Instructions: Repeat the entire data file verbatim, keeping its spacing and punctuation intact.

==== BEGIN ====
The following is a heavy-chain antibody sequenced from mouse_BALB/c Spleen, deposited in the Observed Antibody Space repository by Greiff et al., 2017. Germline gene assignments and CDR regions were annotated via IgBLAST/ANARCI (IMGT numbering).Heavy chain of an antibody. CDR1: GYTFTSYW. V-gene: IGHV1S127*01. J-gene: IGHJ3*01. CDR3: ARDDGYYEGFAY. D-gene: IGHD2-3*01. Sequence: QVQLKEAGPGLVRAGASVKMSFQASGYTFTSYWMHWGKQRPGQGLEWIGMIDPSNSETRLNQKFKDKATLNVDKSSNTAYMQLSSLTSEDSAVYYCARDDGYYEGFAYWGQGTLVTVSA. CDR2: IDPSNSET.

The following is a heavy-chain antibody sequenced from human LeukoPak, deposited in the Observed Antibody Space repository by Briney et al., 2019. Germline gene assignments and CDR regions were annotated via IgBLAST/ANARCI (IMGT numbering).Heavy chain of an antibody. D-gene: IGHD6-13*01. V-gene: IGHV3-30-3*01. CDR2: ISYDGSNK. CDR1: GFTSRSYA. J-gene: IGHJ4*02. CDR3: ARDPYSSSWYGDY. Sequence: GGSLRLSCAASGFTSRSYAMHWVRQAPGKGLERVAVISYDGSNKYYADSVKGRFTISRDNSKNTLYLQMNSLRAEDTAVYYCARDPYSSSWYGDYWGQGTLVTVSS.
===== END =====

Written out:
The following is a heavy-chain antibody sequenced from mouse_BALB/c Spleen, deposited in the Observed Antibody Space repository by Greiff et al., 2017. Germline gene assignments and CDR regions were annotated via IgBLAST/ANARCI (IMGT numbering).Heavy chain of an antibody. CDR1: GYTFTSYW. V-gene: IGHV1S127*01. J-gene: IGHJ3*01. CDR3: ARDDGYYEGFAY. D-gene: IGHD2-3*01. Sequence: QVQLKEAGPGLVRAGASVKMSFQASGYTFTSYWMHWGKQRPGQGLEWIGMIDPSNSETRLNQKFKDKATLNVDKSSNTAYMQLSSLTSEDSAVYYCARDDGYYEGFAYWGQGTLVTVSA. CDR2: IDPSNSET.

The following is a heavy-chain antibody sequenced from human LeukoPak, deposited in the Observed Antibody Space repository by Briney et al., 2019. Germline gene assignments and CDR regions were annotated via IgBLAST/ANARCI (IMGT numbering).Heavy chain of an antibody. D-gene: IGHD6-13*01. V-gene: IGHV3-30-3*01. CDR2: ISYDGSNK. CDR1: GFTSRSYA. J-gene: IGHJ4*02. CDR3: ARDPYSSSWYGDY. Sequence: GGSLRLSCAASGFTSRSYAMHWVRQAPGKGLERVAVISYDGSNKYYADSVKGRFTISRDNSKNTLYLQMNSLRAEDTAVYYCARDPYSSSWYGDYWGQGTLVTVSS.